As you age, keeping your regular check-up and cleaning appointments every six months is the best way to ensure that you do not suffer from gum disease or if you do that it is caught in its earliest stage. Gingivitis, which is the first stage of gum disease, is reversible, while periodontitis, the advanced stage, is not. You can get help with proper cleanings, advice on how to manage your diet, and ways to make your oral hygiene easier in order to put the risks of gum disease and subsequent tooth loss behind you just by keeping up with your regular dental appointments as you age.

Tooth Whitening or Dental Veneers: What’s Better?

If you have a discolored, slightly crooked, or otherwise unsightly smile that makes you hide in embarrassment, there are simple ways to fix it without forcing you to endure months of procedures and pain. Today, dental technology has made it possible to create a beautiful smile without a lot of hard work, making it easy for everyone to get the smile that they deserve. The two most popular options are tooth whitening and dental veneers. Both procedures are a successful way to fix a smile, allowing you to gain your self-confidence back once again.

Tooth Whitening

Tooth whitening is one of the least invasive and easiest ways to love your smile again. If you have discolored teeth due to aging, hormones, medications that you take, or lifestyle habits, professional tooth whitening can help to bring the white back to your smile. This procedure is done right in the office and simply requires the use of a whitening gel that is applied to your teeth after your cheeks, lips and gums are protected from the gel. After the gel is applied, a special light is used to activate the whitening, scrubbing away the stains that are on your enamel.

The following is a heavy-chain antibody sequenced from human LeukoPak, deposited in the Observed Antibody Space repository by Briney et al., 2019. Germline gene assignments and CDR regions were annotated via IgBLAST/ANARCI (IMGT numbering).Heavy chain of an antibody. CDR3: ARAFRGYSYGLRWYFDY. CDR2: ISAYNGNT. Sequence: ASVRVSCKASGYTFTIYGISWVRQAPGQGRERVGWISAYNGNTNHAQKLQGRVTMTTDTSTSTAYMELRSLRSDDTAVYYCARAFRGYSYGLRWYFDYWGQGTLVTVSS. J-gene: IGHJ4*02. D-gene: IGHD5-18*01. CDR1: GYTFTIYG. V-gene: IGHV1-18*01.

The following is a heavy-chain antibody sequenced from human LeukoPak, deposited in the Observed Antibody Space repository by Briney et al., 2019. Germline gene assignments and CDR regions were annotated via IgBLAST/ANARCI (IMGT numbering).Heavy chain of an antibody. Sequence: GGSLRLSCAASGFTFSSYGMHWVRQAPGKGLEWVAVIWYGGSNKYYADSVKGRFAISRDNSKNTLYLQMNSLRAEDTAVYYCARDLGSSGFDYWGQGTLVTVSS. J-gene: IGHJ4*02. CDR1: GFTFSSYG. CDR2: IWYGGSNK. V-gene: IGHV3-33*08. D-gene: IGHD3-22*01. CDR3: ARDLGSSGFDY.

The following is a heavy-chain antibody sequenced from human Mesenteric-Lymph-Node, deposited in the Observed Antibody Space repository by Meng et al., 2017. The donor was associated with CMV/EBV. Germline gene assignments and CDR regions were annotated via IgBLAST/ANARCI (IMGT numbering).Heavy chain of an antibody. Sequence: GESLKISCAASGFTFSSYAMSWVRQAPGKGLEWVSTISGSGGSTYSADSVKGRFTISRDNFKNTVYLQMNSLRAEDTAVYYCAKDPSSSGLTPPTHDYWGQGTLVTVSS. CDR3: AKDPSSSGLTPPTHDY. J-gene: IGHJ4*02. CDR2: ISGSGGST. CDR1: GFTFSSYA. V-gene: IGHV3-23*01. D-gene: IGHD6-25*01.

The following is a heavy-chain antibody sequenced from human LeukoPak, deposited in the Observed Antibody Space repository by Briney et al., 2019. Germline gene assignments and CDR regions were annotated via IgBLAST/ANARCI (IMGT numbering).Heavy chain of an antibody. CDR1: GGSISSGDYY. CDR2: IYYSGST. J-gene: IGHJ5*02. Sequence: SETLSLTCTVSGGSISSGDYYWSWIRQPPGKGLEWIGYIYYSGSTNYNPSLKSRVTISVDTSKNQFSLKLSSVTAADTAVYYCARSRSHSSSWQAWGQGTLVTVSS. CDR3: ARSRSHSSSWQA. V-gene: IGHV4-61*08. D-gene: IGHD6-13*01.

Dental Veneers

Dental veneers are typically the next step if tooth whitening does not work. If your stains are intrinsic, meaning that they are on the interior component of your teeth, rather than the exterior, whitening will not help. Dental veneers can though, because they are sheets of porcelain that are shaped to match the shape of your teeth, which are placed directly over the enamel of your teeth that are discolored, misshapen, or chipped. The procedure is non-invasive and simply requires that a small portion of your enamel is removed in order to ensure that the veneers fit appropriately, allowing you to open and close your mouth with ease.

Tooth whitening and dental veneers are both effective ways of perfecting your smile. They are non-invasive and yet provide incredible results, allowing you to talk and smile without embarrassment. They can make a huge change in anyone’s life!